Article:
In 1985-87 we were living and working in the Himalayan Kingdom of Bhutan.  The Foreign Minister was our landlord, boss, and friend.   It was probably during the summer of 1986 that we met 2 teenagers who were staying as guests of the Foreign Minister, Lyonpo Dawa Tsering.  These 2 boys were the sons of David Wilson who was soon to be the Penultimate Governor of Hong Kong.  David Wilson, now Sir David Wilson, became the 27th Governor, serving from 1987-1992.  He was Governor during the crisis of the Tiananmen Square riots and also the later influx of refugees to the territory. 

Sir David, Lyonpo Dawa, and I were each born in the mid-1930’s.  Sadly Lyonpo Dawa passed away in 2007.  Sir David is now, among other things, Lord High Commissioner to the General Assembly of the Church of Scotland.  One of his other roles was President of the Bhutan Society of the U.K.    The 2 teenage boys are now grown up; one is a diplomat, the other a Church of England clergyman.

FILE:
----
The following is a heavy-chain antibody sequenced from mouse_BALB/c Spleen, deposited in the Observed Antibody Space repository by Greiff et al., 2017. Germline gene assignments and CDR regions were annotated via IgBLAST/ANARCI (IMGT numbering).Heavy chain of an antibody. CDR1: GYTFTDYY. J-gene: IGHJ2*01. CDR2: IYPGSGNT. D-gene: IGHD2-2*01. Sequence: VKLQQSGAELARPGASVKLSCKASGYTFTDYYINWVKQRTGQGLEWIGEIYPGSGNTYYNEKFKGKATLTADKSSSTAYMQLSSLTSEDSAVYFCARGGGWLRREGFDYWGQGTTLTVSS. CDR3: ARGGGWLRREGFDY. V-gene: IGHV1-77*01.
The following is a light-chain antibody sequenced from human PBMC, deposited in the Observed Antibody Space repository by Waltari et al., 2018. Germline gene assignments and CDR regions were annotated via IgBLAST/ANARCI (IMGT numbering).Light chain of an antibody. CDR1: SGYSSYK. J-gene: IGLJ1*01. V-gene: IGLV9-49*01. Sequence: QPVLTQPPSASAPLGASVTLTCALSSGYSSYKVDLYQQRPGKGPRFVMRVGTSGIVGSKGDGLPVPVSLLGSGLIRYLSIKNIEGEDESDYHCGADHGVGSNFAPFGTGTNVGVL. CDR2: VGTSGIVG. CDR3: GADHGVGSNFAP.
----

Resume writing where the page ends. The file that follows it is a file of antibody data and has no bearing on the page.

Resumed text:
Sir David Wilson

  Lyonpo Dawa Tsering


On the Subject of Post Boxes and Post Offices May 29, 2010

Filed under: History,Hong Kong,Postal history — Janet @ 1:47 pm

Today I took the bus to Stanley, one of the earliest settled areas on Hong Kong Island.  Stanley is now a popular tourist destination for shopping in the Market.  I travelled down down a windy windy road to sea level.  And pictured below is one of the eating/drinking establishments, the Pickled Pelican,  near the entrance to Stanley Market.  This was a popular spot today, the first hot day I have experienced since my arrival.

I wandered around in the Market itself, only buying a couple of items in the ubiquitous Dymock’s Book Store.  As I was making my way back to find the bus stop I came across the Stanley Post Office, shown below.

I thought about the history of Stanley, where I had read about the last stand made by Hong Kong troops before the territory fell to the Japanese in December 1941.

I thought about J.G. Ballard’s books telling of his experiences in Singapore during the 2nd World War when he had been in an internment camp.  I’m sure the internment camp in Stanley would have been similar.  How many survivors of that experience would still be alive today?

Near where I get the bus in Edinbugh Place in Central Hong Kong is the General Post Office.  I was browsing in there the other day and I came across a plaque listing the Postmasters General from early days up to the present.  Again, very much the British names until 1997 when the handover took place.